SINGAPORE – Food – always a juicy topic in Singapore – and architecture come together in a new book which explores in a delicious way how family-run eateries are interconnected with people, streets and landmarks.
Pink Chilli In A Bowl, a 478-page paperback by Swiss author and doctor Isabelle Der Hagopian, will be launched at Wardah Books in Kampong Glam on Sunday as part of Singapore Archifest 2023.
The signature annual festival of the Singapore Institute of Architects, which is on till Oct 28, features more than 80 events starting from the Kampong Glam heritage district and fanning out across the island.
Its theme for 2023 is “Interim: Acts of Adaptation” which is about the built environment being in a state of constant flux. This allows for adaptation to address current urban issues.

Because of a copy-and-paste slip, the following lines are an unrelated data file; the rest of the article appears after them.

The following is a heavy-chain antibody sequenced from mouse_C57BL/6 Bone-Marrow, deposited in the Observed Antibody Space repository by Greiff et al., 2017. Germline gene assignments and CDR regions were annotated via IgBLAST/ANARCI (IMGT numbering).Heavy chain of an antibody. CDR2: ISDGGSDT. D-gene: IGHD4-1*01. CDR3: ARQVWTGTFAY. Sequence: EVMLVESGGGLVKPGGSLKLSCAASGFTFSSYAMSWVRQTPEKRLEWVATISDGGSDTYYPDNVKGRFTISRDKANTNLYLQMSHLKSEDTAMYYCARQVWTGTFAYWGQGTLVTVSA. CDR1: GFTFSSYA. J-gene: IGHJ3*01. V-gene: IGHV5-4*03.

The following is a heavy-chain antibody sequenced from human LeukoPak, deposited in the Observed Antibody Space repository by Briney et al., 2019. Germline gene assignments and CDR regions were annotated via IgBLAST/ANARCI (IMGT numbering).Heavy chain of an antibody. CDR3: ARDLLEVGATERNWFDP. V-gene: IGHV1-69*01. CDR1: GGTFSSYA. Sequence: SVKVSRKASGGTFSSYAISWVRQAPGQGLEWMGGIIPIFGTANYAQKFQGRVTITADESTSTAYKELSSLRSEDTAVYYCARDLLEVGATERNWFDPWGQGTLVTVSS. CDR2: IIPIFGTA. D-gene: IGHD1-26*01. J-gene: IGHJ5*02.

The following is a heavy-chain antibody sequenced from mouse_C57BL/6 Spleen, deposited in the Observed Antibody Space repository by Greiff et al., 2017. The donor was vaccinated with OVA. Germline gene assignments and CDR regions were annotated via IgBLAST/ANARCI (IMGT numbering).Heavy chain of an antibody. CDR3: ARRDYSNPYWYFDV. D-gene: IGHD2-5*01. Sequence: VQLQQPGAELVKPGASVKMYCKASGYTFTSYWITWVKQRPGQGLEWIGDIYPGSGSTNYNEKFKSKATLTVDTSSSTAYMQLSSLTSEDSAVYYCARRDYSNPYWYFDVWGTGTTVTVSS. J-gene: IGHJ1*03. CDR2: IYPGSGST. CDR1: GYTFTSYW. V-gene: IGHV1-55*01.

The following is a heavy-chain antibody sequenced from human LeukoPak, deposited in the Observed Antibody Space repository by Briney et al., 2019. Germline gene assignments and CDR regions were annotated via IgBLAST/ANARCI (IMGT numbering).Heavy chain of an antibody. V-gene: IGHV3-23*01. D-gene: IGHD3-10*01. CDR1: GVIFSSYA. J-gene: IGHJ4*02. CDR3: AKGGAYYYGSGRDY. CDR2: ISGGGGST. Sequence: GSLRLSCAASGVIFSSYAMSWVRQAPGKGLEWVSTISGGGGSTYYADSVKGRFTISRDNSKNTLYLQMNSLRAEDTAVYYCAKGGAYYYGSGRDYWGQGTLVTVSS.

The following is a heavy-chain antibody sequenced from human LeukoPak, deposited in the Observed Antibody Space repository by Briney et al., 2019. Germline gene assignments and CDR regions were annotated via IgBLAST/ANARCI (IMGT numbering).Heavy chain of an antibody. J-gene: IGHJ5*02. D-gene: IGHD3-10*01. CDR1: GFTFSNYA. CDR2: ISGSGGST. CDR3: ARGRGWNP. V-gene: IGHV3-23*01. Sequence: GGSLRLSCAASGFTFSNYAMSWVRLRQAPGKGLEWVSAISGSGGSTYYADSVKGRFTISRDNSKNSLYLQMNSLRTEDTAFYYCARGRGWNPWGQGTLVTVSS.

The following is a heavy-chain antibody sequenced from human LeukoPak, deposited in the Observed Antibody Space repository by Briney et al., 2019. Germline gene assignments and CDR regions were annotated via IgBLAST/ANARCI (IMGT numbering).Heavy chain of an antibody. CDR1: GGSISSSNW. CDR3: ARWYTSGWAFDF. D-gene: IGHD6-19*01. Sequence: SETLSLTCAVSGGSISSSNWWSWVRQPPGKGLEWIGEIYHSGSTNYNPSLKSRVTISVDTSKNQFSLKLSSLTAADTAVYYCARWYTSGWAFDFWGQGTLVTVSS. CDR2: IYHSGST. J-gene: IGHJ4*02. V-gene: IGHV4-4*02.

Pink Chilli In A Bowl, put out by local independent publishing house Pagesetters Services, also includes essays and works by photographers and designers.
The essays – by author Sarah Mineko Ichioka, urbanist Adib Jalal and food presenter Ming Tan – about Singaporean eateries shed light on the socio-cultural context of the places featured.
Der Hagopian, 50, who has lived in her native Switzerland as well as in South-east Asian cities such as Ho Chi Minh over the past 20 years, says: “I have always explored the cities where I live, in depth, to make them my own, and my focus has been on people, food and places. The eateries in Singapore were a good starting point to piece together my pastiche.”
She has been in Singapore since 2018.
She worked with her husband and co-author Manuel Der Hagopian, 52, from 2020 to 2022 to complete her list of dining hot spots for the book.